Father Conroy told the Catholic Sentinel, Portland archdiocesan newspaper, that he was unnerved when his provincial approached him last fall about the possibility. But as time passed, the excitement and glamour turned to a feeling of peace, which Father Conroy said is a classic sign in Jesuit spirituality that a decision was right.
“My thought was, if it happens, glory be to God. And if it doesn’t happen, glory be to God,” Father Conroy said.
Jesuit spirituality, based on the 16th-century writings of St. Ignatius of Loyola, centers on making good decisions. That could fit well in the business of the House of Representatives, Father Conroy said.
“I would hope I’d be able to remind everyone what they’re about,” he said. “They are not about winning something so someone else loses, but winning so everyone wins. They are there to serve, not to gain glory.”
He imagines most of his work will happen in one-on-one conversations. He said he aims to help House members and staff discern which urges are coming from God and which are coming from them.
“You need to know the difference,” the priest said.
The House chaplain earns $167,800 a year, according to the Congressional Research Service. As a member of a religious community, Father Conroy does not keep his salary, but turns it into a common fund for Jesuit life and ministry.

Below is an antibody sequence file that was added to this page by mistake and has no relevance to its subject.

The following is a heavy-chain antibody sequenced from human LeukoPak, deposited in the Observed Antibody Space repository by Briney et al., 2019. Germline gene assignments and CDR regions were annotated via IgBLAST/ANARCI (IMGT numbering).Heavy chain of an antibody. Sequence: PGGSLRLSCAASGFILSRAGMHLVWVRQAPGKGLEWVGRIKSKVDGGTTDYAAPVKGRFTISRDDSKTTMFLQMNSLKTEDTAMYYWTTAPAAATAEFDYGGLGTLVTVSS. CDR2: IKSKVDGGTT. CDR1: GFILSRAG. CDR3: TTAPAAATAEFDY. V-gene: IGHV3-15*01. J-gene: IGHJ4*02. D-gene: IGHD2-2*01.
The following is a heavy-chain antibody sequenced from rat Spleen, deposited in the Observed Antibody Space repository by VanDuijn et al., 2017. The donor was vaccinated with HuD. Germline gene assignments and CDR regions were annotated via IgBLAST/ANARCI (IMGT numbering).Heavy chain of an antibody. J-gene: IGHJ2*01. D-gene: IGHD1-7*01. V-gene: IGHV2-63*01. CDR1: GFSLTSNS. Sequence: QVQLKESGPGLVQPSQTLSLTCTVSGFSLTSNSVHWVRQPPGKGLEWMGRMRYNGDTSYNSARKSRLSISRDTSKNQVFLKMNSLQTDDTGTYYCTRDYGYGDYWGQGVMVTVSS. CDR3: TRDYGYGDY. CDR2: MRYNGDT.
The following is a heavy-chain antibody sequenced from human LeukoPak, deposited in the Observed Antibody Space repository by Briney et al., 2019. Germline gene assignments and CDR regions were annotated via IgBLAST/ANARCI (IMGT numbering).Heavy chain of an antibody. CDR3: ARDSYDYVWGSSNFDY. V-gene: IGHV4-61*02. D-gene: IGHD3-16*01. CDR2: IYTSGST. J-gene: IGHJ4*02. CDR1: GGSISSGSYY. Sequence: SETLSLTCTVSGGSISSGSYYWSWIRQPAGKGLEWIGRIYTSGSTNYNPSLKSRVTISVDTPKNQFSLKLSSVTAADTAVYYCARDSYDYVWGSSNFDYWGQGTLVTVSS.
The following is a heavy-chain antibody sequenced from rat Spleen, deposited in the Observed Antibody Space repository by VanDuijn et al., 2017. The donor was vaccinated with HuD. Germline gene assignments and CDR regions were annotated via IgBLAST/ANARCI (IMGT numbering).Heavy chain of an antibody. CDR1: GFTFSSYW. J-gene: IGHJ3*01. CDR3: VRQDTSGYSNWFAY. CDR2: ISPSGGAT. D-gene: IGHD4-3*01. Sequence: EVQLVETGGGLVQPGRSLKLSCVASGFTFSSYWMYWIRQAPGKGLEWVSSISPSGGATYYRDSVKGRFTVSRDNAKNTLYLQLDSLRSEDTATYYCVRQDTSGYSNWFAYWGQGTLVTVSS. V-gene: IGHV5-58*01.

At Jesuit High since 2004, he has served as superior of the Jesuit community, teacher of freshman and sophomore theology, assistant coach of the junior varsity softball team, campus ministry assistant, member of the school’s board of trustees, chaplain to athletic teams and director of freshman retreats – where he is known for his guitar playing around the campfire.
“He is a man of the world and a spiritual man,” said Greg Allen, chairman of the religion department at Jesuit. “He challenges kids to show up, to be present. He tells them that they matter, that their presence at retreats and liturgy matters and, in a sense, he tells them to show up in the world.”
“Father Conroy has been significantly involved in the daily life of Jesuit, and his legacy at our school will be enduring,” said John Gladstone, president of the Southwest Portland school.
Father Conroy entered the Jesuits in 1973 and was ordained in 1983, having earned a law degree and several theology degrees during formation. From 1984 to 1989, he served as pastor of a mission in Inchelium, Wash., serving the people of the Colville Indian reservation. From 1986 to 1989, he also served as pastor at the Spokane Indian reservation.
American lawmakers have had a chaplain since 1774, when the Continental Congress chose an Episcopalian priest to open its legislative sessions with prayer. In 1983, the U.S. Supreme Court upheld the role of chaplains in Congress.
Father Coughlin was chosen in 2000 as the first Catholic chaplain after an imbroglio that included charges of anti-Catholicism. But the controversy faded and Father Coughlin told CNS in 2005 that his work on Capitol Hill was the “balance of contemplation and action, prayer and reflection, words and listening” he had longed for his whole life.
Contributing to this story was Ed Langlois in Portland.